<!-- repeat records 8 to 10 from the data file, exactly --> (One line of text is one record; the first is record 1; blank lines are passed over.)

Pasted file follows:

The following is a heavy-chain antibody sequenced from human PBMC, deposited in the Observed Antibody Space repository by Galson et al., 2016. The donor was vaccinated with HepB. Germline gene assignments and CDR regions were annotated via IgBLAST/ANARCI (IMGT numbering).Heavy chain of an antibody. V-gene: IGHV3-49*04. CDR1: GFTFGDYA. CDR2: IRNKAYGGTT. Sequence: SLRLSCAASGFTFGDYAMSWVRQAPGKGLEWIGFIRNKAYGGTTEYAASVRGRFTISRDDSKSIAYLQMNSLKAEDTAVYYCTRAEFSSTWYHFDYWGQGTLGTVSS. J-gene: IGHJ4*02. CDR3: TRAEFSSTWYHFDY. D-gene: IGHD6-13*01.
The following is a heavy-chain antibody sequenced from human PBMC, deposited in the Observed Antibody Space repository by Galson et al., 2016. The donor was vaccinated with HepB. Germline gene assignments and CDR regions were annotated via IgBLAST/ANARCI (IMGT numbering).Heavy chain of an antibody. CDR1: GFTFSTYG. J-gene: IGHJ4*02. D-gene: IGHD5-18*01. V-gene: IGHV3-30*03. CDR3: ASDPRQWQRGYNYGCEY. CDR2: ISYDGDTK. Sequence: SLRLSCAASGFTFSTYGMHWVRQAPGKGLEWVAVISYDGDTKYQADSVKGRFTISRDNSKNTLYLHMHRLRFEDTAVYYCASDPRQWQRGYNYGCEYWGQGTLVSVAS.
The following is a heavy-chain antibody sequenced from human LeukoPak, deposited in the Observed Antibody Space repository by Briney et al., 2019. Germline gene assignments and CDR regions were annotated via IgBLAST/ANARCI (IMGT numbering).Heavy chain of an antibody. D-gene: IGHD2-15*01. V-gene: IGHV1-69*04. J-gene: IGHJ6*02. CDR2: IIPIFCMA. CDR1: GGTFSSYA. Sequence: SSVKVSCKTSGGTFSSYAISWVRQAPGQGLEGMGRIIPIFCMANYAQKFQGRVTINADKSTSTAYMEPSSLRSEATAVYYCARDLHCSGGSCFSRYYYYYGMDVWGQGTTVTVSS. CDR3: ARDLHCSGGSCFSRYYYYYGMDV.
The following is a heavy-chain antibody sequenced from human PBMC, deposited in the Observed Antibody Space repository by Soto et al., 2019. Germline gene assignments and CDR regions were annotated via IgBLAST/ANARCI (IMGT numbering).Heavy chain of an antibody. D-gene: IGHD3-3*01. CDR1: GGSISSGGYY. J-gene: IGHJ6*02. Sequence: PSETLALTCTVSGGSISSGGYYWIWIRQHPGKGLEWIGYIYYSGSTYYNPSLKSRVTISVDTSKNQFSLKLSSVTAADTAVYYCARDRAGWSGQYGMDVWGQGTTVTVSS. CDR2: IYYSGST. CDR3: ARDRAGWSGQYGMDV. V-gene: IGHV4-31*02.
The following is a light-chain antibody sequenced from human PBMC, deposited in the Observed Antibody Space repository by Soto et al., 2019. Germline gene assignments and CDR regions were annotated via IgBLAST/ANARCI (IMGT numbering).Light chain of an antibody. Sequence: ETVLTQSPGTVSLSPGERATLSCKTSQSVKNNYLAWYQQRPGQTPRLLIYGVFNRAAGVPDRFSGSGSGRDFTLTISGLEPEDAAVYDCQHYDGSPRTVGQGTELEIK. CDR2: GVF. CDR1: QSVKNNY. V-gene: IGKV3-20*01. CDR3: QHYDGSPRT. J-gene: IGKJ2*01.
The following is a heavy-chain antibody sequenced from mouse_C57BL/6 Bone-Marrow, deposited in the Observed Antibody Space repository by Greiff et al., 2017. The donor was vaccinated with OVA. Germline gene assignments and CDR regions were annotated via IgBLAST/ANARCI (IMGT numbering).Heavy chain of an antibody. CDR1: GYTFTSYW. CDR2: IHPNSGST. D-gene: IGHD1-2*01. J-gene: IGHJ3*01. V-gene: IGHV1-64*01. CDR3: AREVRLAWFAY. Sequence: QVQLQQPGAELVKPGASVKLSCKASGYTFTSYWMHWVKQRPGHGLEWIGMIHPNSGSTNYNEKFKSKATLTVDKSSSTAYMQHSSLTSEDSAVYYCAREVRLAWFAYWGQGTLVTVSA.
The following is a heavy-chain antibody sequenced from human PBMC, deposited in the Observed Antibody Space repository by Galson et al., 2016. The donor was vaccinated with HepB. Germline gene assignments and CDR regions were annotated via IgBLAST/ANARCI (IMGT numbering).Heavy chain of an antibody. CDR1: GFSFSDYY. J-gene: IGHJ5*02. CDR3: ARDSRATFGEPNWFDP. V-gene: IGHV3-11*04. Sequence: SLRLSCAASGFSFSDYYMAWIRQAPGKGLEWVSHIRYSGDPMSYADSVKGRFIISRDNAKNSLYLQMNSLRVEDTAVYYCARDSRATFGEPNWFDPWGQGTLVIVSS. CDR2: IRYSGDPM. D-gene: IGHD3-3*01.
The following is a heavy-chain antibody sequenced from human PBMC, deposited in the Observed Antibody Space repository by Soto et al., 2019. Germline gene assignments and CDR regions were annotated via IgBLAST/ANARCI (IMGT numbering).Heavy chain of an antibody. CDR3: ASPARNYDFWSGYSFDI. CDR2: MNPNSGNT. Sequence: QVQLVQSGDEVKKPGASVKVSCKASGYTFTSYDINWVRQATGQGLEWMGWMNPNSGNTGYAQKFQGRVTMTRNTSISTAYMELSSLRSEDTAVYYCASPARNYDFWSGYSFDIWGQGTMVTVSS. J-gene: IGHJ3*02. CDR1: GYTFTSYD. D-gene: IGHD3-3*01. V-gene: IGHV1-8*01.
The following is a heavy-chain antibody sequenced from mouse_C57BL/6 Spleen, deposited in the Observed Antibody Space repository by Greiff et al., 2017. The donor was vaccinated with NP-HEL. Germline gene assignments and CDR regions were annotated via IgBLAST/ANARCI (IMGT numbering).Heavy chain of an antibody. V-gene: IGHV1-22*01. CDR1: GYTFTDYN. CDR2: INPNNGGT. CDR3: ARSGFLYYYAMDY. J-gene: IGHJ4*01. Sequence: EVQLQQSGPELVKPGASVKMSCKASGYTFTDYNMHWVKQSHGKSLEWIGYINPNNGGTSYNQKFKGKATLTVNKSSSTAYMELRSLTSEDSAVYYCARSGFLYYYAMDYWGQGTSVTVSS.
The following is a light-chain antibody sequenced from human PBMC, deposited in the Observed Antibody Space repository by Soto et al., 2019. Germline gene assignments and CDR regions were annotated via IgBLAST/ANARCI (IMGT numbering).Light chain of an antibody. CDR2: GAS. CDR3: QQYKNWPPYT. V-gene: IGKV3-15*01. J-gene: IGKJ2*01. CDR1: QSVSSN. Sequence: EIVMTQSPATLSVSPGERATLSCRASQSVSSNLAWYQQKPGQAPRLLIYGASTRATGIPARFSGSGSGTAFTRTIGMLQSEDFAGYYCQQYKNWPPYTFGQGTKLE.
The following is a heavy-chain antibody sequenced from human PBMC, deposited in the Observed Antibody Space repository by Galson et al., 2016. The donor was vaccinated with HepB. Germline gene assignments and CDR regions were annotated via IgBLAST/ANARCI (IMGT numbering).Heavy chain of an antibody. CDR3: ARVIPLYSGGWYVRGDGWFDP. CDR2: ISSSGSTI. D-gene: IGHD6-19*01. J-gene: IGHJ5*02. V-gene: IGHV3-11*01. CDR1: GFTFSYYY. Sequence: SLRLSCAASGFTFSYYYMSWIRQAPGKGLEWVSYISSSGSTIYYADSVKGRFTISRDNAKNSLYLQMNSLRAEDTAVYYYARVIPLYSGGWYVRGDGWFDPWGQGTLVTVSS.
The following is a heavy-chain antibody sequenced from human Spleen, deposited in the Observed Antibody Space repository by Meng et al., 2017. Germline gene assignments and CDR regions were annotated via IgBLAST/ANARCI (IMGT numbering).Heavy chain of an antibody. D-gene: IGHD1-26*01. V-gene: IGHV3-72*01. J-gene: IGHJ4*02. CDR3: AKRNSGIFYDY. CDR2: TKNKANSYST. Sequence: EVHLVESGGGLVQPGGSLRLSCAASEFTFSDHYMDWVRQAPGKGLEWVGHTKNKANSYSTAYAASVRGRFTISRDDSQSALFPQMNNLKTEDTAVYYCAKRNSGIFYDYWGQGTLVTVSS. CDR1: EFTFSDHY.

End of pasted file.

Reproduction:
The following is a heavy-chain antibody sequenced from human PBMC, deposited in the Observed Antibody Space repository by Soto et al., 2019. Germline gene assignments and CDR regions were annotated via IgBLAST/ANARCI (IMGT numbering).Heavy chain of an antibody. CDR3: ASPARNYDFWSGYSFDI. CDR2: MNPNSGNT. Sequence: QVQLVQSGDEVKKPGASVKVSCKASGYTFTSYDINWVRQATGQGLEWMGWMNPNSGNTGYAQKFQGRVTMTRNTSISTAYMELSSLRSEDTAVYYCASPARNYDFWSGYSFDIWGQGTMVTVSS. J-gene: IGHJ3*02. CDR1: GYTFTSYD. D-gene: IGHD3-3*01. V-gene: IGHV1-8*01.
The following is a heavy-chain antibody sequenced from mouse_C57BL/6 Spleen, deposited in the Observed Antibody Space repository by Greiff et al., 2017. The donor was vaccinated with NP-HEL. Germline gene assignments and CDR regions were annotated via IgBLAST/ANARCI (IMGT numbering).Heavy chain of an antibody. V-gene: IGHV1-22*01. CDR1: GYTFTDYN. CDR2: INPNNGGT. CDR3: ARSGFLYYYAMDY. J-gene: IGHJ4*01. Sequence: EVQLQQSGPELVKPGASVKMSCKASGYTFTDYNMHWVKQSHGKSLEWIGYINPNNGGTSYNQKFKGKATLTVNKSSSTAYMELRSLTSEDSAVYYCARSGFLYYYAMDYWGQGTSVTVSS.
The following is a light-chain antibody sequenced from human PBMC, deposited in the Observed Antibody Space repository by Soto et al., 2019. Germline gene assignments and CDR regions were annotated via IgBLAST/ANARCI (IMGT numbering).Light chain of an antibody. CDR2: GAS. CDR3: QQYKNWPPYT. V-gene: IGKV3-15*01. J-gene: IGKJ2*01. CDR1: QSVSSN. Sequence: EIVMTQSPATLSVSPGERATLSCRASQSVSSNLAWYQQKPGQAPRLLIYGASTRATGIPARFSGSGSGTAFTRTIGMLQSEDFAGYYCQQYKNWPPYTFGQGTKLE.